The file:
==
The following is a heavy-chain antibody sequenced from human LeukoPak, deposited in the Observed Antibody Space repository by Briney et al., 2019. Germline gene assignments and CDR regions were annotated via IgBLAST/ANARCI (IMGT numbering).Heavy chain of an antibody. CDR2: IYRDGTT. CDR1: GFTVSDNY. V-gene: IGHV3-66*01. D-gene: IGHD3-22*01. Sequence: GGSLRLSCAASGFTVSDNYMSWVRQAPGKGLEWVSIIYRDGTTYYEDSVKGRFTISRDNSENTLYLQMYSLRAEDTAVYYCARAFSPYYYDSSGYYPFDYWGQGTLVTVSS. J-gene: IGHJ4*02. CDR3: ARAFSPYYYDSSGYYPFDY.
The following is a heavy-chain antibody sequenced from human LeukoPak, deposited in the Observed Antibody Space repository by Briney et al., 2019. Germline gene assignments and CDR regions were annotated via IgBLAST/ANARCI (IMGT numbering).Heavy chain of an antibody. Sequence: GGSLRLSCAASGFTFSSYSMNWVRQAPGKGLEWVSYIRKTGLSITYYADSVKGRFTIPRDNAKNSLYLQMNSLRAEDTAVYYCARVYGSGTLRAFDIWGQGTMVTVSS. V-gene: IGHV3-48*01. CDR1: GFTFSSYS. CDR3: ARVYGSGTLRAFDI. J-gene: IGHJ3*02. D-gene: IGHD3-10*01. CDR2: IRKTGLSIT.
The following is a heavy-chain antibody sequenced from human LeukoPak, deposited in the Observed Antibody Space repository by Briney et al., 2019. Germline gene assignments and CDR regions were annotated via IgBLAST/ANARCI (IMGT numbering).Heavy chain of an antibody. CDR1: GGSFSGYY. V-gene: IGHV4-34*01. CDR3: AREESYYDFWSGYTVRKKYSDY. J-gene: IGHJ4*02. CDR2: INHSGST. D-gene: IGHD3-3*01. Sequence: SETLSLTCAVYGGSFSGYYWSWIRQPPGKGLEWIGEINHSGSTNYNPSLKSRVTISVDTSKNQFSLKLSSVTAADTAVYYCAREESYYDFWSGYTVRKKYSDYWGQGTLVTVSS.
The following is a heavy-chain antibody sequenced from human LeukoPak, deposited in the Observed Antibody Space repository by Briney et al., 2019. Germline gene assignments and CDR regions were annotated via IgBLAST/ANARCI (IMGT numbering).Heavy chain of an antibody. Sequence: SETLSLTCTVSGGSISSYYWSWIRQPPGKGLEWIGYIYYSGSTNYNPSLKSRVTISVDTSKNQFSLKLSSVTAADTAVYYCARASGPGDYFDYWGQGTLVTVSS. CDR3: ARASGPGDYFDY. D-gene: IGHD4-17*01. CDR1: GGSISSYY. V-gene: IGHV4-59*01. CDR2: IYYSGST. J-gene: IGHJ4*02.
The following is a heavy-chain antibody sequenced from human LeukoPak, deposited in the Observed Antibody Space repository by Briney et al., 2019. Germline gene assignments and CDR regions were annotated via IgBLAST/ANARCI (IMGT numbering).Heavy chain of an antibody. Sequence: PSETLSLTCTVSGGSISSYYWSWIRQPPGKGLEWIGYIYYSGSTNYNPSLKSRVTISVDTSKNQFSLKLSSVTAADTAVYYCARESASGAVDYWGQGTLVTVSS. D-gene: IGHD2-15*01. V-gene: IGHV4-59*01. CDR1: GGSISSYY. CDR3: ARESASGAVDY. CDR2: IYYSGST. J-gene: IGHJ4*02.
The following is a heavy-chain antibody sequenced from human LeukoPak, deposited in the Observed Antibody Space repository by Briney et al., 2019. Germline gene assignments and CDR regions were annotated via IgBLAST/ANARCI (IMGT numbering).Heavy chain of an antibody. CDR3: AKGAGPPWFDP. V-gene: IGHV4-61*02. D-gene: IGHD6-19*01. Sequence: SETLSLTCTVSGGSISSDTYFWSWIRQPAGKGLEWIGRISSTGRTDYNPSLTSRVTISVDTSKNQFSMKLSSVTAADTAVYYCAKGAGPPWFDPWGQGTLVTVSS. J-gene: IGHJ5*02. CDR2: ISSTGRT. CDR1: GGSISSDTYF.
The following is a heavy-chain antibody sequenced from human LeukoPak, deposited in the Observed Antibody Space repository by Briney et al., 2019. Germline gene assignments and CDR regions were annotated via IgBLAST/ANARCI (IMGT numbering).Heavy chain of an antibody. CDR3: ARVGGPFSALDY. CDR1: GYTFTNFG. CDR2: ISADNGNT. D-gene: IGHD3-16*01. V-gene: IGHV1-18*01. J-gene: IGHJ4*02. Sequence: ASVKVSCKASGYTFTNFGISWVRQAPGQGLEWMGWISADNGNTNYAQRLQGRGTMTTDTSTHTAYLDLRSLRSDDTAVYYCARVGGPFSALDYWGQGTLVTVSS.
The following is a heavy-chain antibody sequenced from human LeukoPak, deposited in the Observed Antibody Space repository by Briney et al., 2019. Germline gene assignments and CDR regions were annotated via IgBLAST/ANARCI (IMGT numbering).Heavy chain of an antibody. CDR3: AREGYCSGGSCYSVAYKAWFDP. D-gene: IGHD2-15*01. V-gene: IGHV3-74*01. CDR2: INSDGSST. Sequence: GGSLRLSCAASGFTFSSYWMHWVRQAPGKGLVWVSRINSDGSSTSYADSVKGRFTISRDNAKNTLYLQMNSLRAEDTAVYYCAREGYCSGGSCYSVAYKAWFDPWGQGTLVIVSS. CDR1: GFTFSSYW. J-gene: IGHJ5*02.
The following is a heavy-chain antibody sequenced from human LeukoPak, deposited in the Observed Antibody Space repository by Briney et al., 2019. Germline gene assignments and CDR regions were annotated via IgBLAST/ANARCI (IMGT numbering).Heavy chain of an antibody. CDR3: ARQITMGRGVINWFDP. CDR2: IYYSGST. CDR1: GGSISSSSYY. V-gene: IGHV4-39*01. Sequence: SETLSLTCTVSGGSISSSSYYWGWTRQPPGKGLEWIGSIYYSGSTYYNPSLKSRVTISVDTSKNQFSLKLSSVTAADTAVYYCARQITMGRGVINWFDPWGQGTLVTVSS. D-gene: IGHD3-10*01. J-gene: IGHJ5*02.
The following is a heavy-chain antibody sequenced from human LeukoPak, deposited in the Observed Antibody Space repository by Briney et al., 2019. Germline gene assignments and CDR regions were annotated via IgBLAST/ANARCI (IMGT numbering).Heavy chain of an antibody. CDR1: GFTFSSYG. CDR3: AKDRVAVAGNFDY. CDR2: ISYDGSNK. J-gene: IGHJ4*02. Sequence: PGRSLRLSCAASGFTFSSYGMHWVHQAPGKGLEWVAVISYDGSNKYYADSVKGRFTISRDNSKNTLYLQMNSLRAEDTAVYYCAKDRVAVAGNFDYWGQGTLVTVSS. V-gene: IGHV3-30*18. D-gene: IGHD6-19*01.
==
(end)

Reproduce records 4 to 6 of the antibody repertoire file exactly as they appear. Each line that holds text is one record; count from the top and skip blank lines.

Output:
The following is a heavy-chain antibody sequenced from human LeukoPak, deposited in the Observed Antibody Space repository by Briney et al., 2019. Germline gene assignments and CDR regions were annotated via IgBLAST/ANARCI (IMGT numbering).Heavy chain of an antibody. Sequence: SETLSLTCTVSGGSISSYYWSWIRQPPGKGLEWIGYIYYSGSTNYNPSLKSRVTISVDTSKNQFSLKLSSVTAADTAVYYCARASGPGDYFDYWGQGTLVTVSS. CDR3: ARASGPGDYFDY. D-gene: IGHD4-17*01. CDR1: GGSISSYY. V-gene: IGHV4-59*01. CDR2: IYYSGST. J-gene: IGHJ4*02.
The following is a heavy-chain antibody sequenced from human LeukoPak, deposited in the Observed Antibody Space repository by Briney et al., 2019. Germline gene assignments and CDR regions were annotated via IgBLAST/ANARCI (IMGT numbering).Heavy chain of an antibody. Sequence: PSETLSLTCTVSGGSISSYYWSWIRQPPGKGLEWIGYIYYSGSTNYNPSLKSRVTISVDTSKNQFSLKLSSVTAADTAVYYCARESASGAVDYWGQGTLVTVSS. D-gene: IGHD2-15*01. V-gene: IGHV4-59*01. CDR1: GGSISSYY. CDR3: ARESASGAVDY. CDR2: IYYSGST. J-gene: IGHJ4*02.
The following is a heavy-chain antibody sequenced from human LeukoPak, deposited in the Observed Antibody Space repository by Briney et al., 2019. Germline gene assignments and CDR regions were annotated via IgBLAST/ANARCI (IMGT numbering).Heavy chain of an antibody. CDR3: AKGAGPPWFDP. V-gene: IGHV4-61*02. D-gene: IGHD6-19*01. Sequence: SETLSLTCTVSGGSISSDTYFWSWIRQPAGKGLEWIGRISSTGRTDYNPSLTSRVTISVDTSKNQFSMKLSSVTAADTAVYYCAKGAGPPWFDPWGQGTLVTVSS. J-gene: IGHJ5*02. CDR2: ISSTGRT. CDR1: GGSISSDTYF.